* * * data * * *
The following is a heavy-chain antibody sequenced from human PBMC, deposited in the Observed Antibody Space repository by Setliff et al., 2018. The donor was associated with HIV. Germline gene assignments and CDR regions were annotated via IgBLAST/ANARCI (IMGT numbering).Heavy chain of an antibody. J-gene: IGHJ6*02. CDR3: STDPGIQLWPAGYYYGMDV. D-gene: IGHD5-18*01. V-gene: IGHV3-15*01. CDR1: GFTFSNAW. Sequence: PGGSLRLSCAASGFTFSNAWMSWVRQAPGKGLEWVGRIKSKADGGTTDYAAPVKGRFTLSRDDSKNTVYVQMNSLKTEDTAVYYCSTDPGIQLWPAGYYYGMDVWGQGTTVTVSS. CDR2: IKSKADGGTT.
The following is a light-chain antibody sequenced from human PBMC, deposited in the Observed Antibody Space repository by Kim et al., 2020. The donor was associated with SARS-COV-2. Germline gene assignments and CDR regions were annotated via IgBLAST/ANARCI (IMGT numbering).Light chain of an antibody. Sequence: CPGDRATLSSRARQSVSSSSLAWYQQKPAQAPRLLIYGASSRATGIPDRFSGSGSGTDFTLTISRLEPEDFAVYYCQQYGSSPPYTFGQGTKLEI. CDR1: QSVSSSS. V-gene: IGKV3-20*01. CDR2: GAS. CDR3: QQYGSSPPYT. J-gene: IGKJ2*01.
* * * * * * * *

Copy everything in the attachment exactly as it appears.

The following is a heavy-chain antibody sequenced from human PBMC, deposited in the Observed Antibody Space repository by Setliff et al., 2018. The donor was associated with HIV. Germline gene assignments and CDR regions were annotated via IgBLAST/ANARCI (IMGT numbering).Heavy chain of an antibody. J-gene: IGHJ6*02. CDR3: STDPGIQLWPAGYYYGMDV. D-gene: IGHD5-18*01. V-gene: IGHV3-15*01. CDR1: GFTFSNAW. Sequence: PGGSLRLSCAASGFTFSNAWMSWVRQAPGKGLEWVGRIKSKADGGTTDYAAPVKGRFTLSRDDSKNTVYVQMNSLKTEDTAVYYCSTDPGIQLWPAGYYYGMDVWGQGTTVTVSS. CDR2: IKSKADGGTT.
The following is a light-chain antibody sequenced from human PBMC, deposited in the Observed Antibody Space repository by Kim et al., 2020. The donor was associated with SARS-COV-2. Germline gene assignments and CDR regions were annotated via IgBLAST/ANARCI (IMGT numbering).Light chain of an antibody. Sequence: CPGDRATLSSRARQSVSSSSLAWYQQKPAQAPRLLIYGASSRATGIPDRFSGSGSGTDFTLTISRLEPEDFAVYYCQQYGSSPPYTFGQGTKLEI. CDR1: QSVSSSS. V-gene: IGKV3-20*01. CDR2: GAS. CDR3: QQYGSSPPYT. J-gene: IGKJ2*01.